Village Eyes New regulations on short-term rentals | News, Sports, Jobs

Village of Lakewood PJ file photo

LAKEWOOD – They are billed as tranquil retreats with idyllic views of Lake Chautauqua. A quick check of Lakewood properties available for short-term rental reveals a handful of options.

However, citing the need to review the zoning regulations for these dwellings after receiving numerous complaints, Lakewood Village Council is considering a one-year moratorium on new applications from landlords seeking to rent their properties to visitors for short periods.

Council members at a meeting this week discussed the moratorium, which would come in the form of local law to be discussed at a public hearing on May 9.

The proposed local law notes the “The recent trend of existing residential structures being used by landlords for the primary purpose of renting to short-term rental occupants has created concern that the residential character and economic base of the village may be under threat.”

He continues by saying: “The Board hereby concludes that more specific zoning provisions are appropriate to deal with this increasingly popular land use activity and that short term vacation rentals are creating conflict with their neighbors and have the potential to degrade residential neighborhoods by introducing crime, noise, parking congestion, and other adverse effects while detracting from the traditional character of the neighborhood that results from a community of owner-occupied properties. »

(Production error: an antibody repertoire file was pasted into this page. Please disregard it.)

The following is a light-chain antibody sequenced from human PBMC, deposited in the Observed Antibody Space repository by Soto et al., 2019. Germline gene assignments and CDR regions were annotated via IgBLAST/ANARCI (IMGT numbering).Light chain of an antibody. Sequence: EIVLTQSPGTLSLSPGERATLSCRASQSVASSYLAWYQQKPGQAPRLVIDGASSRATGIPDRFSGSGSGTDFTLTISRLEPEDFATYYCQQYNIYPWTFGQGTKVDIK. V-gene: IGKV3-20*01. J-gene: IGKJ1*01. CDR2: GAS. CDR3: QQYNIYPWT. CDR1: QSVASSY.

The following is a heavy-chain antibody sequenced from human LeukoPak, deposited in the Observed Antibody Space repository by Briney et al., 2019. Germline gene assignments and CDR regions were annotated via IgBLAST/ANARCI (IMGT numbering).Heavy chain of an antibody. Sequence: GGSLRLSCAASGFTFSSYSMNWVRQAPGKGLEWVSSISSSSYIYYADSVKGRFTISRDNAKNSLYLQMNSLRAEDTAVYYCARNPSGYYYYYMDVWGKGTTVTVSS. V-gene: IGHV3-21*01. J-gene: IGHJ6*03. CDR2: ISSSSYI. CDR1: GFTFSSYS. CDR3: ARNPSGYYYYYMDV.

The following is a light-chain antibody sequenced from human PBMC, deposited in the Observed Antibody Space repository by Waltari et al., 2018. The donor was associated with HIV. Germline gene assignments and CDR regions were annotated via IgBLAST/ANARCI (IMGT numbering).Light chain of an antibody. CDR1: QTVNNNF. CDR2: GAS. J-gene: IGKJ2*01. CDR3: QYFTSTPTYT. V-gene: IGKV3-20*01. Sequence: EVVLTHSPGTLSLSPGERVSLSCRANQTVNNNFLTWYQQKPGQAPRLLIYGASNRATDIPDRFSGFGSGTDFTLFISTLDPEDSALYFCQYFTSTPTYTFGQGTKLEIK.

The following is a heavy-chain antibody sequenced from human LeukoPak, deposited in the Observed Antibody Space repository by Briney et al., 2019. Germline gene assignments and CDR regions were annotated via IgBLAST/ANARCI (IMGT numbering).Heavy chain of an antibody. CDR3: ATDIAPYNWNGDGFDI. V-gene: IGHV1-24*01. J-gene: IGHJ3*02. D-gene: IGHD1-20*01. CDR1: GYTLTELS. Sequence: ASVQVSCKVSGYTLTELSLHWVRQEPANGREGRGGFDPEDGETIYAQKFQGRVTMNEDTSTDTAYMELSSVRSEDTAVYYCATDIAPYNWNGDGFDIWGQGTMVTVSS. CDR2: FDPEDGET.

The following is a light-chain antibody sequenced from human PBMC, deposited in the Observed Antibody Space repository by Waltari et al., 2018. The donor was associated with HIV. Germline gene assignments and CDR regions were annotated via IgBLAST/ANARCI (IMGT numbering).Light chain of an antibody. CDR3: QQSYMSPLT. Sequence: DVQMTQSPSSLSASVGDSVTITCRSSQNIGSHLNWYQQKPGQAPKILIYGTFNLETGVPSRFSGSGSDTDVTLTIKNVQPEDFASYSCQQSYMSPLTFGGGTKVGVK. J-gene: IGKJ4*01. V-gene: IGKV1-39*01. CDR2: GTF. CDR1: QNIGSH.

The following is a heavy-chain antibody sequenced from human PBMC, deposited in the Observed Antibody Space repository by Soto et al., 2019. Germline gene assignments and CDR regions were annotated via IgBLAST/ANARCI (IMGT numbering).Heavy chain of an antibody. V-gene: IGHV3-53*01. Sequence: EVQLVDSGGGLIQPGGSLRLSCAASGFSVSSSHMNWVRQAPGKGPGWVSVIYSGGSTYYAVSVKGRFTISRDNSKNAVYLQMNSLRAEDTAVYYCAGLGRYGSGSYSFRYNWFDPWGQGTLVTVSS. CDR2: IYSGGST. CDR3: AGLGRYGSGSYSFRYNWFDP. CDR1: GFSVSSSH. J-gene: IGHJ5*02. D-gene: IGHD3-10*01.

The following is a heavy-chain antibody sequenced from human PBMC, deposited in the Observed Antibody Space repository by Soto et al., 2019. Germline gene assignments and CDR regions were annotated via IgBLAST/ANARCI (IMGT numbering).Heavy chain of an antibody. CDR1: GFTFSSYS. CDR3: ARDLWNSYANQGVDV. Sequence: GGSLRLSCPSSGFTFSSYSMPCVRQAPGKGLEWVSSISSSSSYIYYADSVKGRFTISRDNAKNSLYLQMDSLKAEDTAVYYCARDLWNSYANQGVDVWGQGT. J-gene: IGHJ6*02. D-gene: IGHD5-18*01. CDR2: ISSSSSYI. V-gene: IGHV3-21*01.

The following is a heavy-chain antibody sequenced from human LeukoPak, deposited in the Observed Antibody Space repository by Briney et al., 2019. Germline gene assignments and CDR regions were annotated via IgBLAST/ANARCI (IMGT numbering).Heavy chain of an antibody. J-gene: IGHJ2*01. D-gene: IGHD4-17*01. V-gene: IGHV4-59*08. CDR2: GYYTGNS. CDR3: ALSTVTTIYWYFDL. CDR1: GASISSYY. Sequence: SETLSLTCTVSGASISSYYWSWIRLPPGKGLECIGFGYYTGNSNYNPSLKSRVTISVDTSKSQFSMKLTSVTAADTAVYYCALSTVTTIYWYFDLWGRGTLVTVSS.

The number of short-term rentals in Lakewood is unclear; a dozen throughout the village were available for hire Wednesday on a single website listing.

Lakewood Mayor Randy Holcomb said the village’s assistant clerk was trying to identify all of the rentals. He said the proposed moratorium was the result of complaints received by village officials.

“There were many, many locals who came and said, ‘You have to put something in place,'” he added. he said. “Every week we receive additional complaints. (Rentals) can be a good thing and it can be traumatic.

Holcomb said the village was not trying to end short-term rentals; He said the moratorium will give officials time to review zoning regulations that largely don’t address rentals.

“We are not trying to stop them” he said. “We just want to get some solid zoning on them.”

Specifically, the moratorium would limit any new short-term rental occupancy in three village zoning districts: single-family residential, multi-family and mobile residential. In addition, it would prevent owners from applying for a permit to turn their house into a short-term rental.

A moratorium would allow the village to conduct surveys and studies of the tenancies and examine its impacts on the community.

Properties already used as short-term rentals in Lakewood would not be affected by the proposed local law.

Talks of a moratorium come after three people, including a minor, were charged after drugs and weapons were found in a village residence used as a rental. The Lakewood-Busti Police Department said it received a complaint from individuals illegally staying at the rental when 26 grams of methamphetamine, 5 grams of cocaine and a loaded 9mm Sig Sauer pistol were discovered inside.

Holcomb said the proposed local law was being drafted when the arrests were made. He said he has reached out to mayors and supervisors of municipalities around the water bodies — Lake Chautauqua, Lake Erie and Lake Findley — to discuss short-term rentals and what they experienced.

Municipal governments across the country have been discussing what, if anything, to do with short-term rentals. Some argue that industry regulations are preventing landlords from taking full advantage of their properties, while others say short-term rentals are eating away at the open housing market.

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